Douglas Walbourne-Gough Breathes New Life into Marginalized Community in ‘Crow Gulch’

Debut collection by poet Douglas Walbourne-Gough, Crow Gulch is a loving meditation on a family and the land they called home.

Already entering its second printing since its launch two months ago, debut collection by east coast poet Douglas Walbourne-Gough, Crow Gulch, has seen much of the attention and praise of which its namesake has seen so little. At the end of a line of blacksmiths and woodcutters and would-be tamers of those wildest and most violent forms of Nature, Walbourne-Gough captures the woodsmoke and the indifferent slope of the land with a grace and a lust for language that leaves one wondering if perhaps the woods really do belong to the poets.

Diving into the collection with “Fraught,” Walbourne-Gough sets the tone with a meditation on the quiet beauty, yet deadliness, of a pocket-knife. “Lulled by the intimacy of wood, I almost forget–a knife is fraught with urge, at odds with its edge.” Just like a knife, the rest of the collection paints in exquisite detail the heartbreaking realities of a hostile land that attracts its inhabitants as readily as it tries to destroy them. In the poem “Breaking Ground,” Walbourne-Gough asks, “what if the land you want to break is bedrock?” Calling to mind questions of that old adage about the ‘rock and the hard place.’ What do you do if your homeland can’t be tamed, but there’s nowhere else to go?

Harkening again and again to the idea of the knife, Walbourne-Gough insists that in life, sometimes, you must “make do along the edges.” But how many of us are willing to live such a life? Through several sweeping, obviously-loving poems, Walbourne-Gough paints portrait after portrait of his outdoorsy, plaid-wearing, beer-drinking, dawn-fishing predecessors with all the care and attention of a vigilant grandson straightening a portrait over the hearth. Recalling the men and women of the past, Walbourne-Gough breathes new life into old lives, insisting there is “something about the colour of things then.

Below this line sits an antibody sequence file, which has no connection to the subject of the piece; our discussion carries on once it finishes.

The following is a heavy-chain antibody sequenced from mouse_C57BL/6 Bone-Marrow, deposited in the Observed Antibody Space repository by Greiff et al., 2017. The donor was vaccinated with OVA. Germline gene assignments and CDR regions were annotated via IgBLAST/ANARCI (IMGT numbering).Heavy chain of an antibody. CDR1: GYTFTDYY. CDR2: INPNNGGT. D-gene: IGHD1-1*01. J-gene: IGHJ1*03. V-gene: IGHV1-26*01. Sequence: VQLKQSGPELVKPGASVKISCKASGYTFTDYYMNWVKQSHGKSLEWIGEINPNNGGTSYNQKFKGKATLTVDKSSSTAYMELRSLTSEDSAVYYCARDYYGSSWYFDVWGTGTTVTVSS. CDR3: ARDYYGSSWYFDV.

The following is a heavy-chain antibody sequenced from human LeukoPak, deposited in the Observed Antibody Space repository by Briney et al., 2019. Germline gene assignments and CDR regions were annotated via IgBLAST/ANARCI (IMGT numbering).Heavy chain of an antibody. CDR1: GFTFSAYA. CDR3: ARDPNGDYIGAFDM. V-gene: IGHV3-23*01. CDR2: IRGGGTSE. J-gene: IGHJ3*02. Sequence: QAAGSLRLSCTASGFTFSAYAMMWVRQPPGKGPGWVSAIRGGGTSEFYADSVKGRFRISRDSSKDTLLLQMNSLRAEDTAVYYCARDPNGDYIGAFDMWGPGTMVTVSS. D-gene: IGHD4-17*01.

Something mono, something VHS, AM radio about things. Something so unbelievable in its seeming impossibility…how we live on the future’s brilliant, polished edge.” Bleeding the past and the present with stories from his own life, of fishing with his father where their “old canoe nudges the pond’s silver skin,” with perfect, quiet grace, there is no rewriting of nature here, no motors to break the perfect stillness of the woods, no noise beyond the gentle lap of the water at the hull of a red canoe.

From its inception as a traditionally poor neighbourhood in a particularly harsh land, Crow Gulch was never about humanity’s triumph over adversity, but rather, about the shy, modest way we persevere. From his grandmother heading off to the casino, “all tobacco smoke and last week’s gossip,” to his grandfather “built from bucksaws, lugging moose meat,” Crow Gulch explores the exceptional poverty and quiet desperation of a family just trying to make a living in a land that was always theirs, yet never really anyone’s to own. 

Whether expressing “a small wish to find [his] teenaged self, shaking, standing over a felled tree, his jaw full of baby teeth clenched tight,” or sitting “in airports, Macbooking in designer shoes,” Walbourne-Gough’s love for the land, for his family, and for his own ever-evolving identity shines through like the morning sun on a frozen gulch in Newfoundland, proving himself to be a rising star too bright and promising not to notice.